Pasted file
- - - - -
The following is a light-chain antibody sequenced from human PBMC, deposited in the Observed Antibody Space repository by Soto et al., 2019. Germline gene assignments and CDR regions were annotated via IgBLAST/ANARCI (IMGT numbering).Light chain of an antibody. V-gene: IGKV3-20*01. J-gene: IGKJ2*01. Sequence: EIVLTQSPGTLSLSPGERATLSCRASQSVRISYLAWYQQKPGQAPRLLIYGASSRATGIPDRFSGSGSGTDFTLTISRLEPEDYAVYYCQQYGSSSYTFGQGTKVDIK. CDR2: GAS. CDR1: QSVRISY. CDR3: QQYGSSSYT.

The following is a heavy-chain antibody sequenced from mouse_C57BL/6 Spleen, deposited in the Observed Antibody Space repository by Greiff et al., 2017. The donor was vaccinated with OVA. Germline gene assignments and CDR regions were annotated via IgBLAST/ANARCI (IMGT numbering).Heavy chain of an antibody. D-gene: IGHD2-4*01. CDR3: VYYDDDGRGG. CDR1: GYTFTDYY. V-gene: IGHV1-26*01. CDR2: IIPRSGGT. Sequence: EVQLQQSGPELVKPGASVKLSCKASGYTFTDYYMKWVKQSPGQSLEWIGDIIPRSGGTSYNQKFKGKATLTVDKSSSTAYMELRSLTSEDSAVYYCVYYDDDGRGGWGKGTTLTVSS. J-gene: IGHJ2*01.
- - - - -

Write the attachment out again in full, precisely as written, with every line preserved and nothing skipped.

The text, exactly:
The following is a light-chain antibody sequenced from human PBMC, deposited in the Observed Antibody Space repository by Soto et al., 2019. Germline gene assignments and CDR regions were annotated via IgBLAST/ANARCI (IMGT numbering).Light chain of an antibody. V-gene: IGKV3-20*01. J-gene: IGKJ2*01. Sequence: EIVLTQSPGTLSLSPGERATLSCRASQSVRISYLAWYQQKPGQAPRLLIYGASSRATGIPDRFSGSGSGTDFTLTISRLEPEDYAVYYCQQYGSSSYTFGQGTKVDIK. CDR2: GAS. CDR1: QSVRISY. CDR3: QQYGSSSYT.

The following is a heavy-chain antibody sequenced from mouse_C57BL/6 Spleen, deposited in the Observed Antibody Space repository by Greiff et al., 2017. The donor was vaccinated with OVA. Germline gene assignments and CDR regions were annotated via IgBLAST/ANARCI (IMGT numbering).Heavy chain of an antibody. D-gene: IGHD2-4*01. CDR3: VYYDDDGRGG. CDR1: GYTFTDYY. V-gene: IGHV1-26*01. CDR2: IIPRSGGT. Sequence: EVQLQQSGPELVKPGASVKLSCKASGYTFTDYYMKWVKQSPGQSLEWIGDIIPRSGGTSYNQKFKGKATLTVDKSSSTAYMELRSLTSEDSAVYYCVYYDDDGRGGWGKGTTLTVSS. J-gene: IGHJ2*01.